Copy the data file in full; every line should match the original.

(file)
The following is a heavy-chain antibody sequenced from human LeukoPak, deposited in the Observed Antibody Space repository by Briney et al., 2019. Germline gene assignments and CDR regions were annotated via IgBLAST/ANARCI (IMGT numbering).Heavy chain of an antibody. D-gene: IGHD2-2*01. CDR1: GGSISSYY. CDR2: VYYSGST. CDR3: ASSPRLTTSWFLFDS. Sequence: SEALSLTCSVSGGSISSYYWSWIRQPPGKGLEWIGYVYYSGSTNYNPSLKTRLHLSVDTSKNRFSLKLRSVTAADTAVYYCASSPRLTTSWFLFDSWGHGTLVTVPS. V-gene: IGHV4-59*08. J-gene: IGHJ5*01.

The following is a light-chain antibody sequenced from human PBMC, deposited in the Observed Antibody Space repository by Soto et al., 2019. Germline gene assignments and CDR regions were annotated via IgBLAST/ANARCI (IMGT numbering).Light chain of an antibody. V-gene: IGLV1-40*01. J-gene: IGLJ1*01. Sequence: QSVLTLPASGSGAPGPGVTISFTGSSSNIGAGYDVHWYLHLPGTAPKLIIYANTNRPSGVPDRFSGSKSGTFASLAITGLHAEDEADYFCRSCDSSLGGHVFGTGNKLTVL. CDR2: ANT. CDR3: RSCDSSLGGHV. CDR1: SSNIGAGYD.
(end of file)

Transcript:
The following is a heavy-chain antibody sequenced from human LeukoPak, deposited in the Observed Antibody Space repository by Briney et al., 2019. Germline gene assignments and CDR regions were annotated via IgBLAST/ANARCI (IMGT numbering).Heavy chain of an antibody. D-gene: IGHD2-2*01. CDR1: GGSISSYY. CDR2: VYYSGST. CDR3: ASSPRLTTSWFLFDS. Sequence: SEALSLTCSVSGGSISSYYWSWIRQPPGKGLEWIGYVYYSGSTNYNPSLKTRLHLSVDTSKNRFSLKLRSVTAADTAVYYCASSPRLTTSWFLFDSWGHGTLVTVPS. V-gene: IGHV4-59*08. J-gene: IGHJ5*01.

The following is a light-chain antibody sequenced from human PBMC, deposited in the Observed Antibody Space repository by Soto et al., 2019. Germline gene assignments and CDR regions were annotated via IgBLAST/ANARCI (IMGT numbering).Light chain of an antibody. V-gene: IGLV1-40*01. J-gene: IGLJ1*01. Sequence: QSVLTLPASGSGAPGPGVTISFTGSSSNIGAGYDVHWYLHLPGTAPKLIIYANTNRPSGVPDRFSGSKSGTFASLAITGLHAEDEADYFCRSCDSSLGGHVFGTGNKLTVL. CDR2: ANT. CDR3: RSCDSSLGGHV. CDR1: SSNIGAGYD.